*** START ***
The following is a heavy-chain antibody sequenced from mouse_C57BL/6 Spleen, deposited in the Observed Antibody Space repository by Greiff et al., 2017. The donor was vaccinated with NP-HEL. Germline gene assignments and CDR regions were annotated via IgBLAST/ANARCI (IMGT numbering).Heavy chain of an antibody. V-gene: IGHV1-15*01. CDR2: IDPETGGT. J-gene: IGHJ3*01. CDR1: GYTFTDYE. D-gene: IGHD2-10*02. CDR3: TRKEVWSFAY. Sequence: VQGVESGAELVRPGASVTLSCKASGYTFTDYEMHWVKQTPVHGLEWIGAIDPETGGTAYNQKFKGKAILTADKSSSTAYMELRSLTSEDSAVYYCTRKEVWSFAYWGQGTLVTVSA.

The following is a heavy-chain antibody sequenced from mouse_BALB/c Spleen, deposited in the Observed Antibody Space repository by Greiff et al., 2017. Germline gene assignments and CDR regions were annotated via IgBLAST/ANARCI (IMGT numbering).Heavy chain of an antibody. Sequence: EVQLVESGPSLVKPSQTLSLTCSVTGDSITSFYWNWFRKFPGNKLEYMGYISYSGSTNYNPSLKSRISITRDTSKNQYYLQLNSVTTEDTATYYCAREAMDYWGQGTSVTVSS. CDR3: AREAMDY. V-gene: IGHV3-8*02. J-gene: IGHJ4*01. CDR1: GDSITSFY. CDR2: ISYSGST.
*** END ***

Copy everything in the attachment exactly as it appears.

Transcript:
The following is a heavy-chain antibody sequenced from mouse_C57BL/6 Spleen, deposited in the Observed Antibody Space repository by Greiff et al., 2017. The donor was vaccinated with NP-HEL. Germline gene assignments and CDR regions were annotated via IgBLAST/ANARCI (IMGT numbering).Heavy chain of an antibody. V-gene: IGHV1-15*01. CDR2: IDPETGGT. J-gene: IGHJ3*01. CDR1: GYTFTDYE. D-gene: IGHD2-10*02. CDR3: TRKEVWSFAY. Sequence: VQGVESGAELVRPGASVTLSCKASGYTFTDYEMHWVKQTPVHGLEWIGAIDPETGGTAYNQKFKGKAILTADKSSSTAYMELRSLTSEDSAVYYCTRKEVWSFAYWGQGTLVTVSA.

The following is a heavy-chain antibody sequenced from mouse_BALB/c Spleen, deposited in the Observed Antibody Space repository by Greiff et al., 2017. Germline gene assignments and CDR regions were annotated via IgBLAST/ANARCI (IMGT numbering).Heavy chain of an antibody. Sequence: EVQLVESGPSLVKPSQTLSLTCSVTGDSITSFYWNWFRKFPGNKLEYMGYISYSGSTNYNPSLKSRISITRDTSKNQYYLQLNSVTTEDTATYYCAREAMDYWGQGTSVTVSS. CDR3: AREAMDY. V-gene: IGHV3-8*02. J-gene: IGHJ4*01. CDR1: GDSITSFY. CDR2: ISYSGST.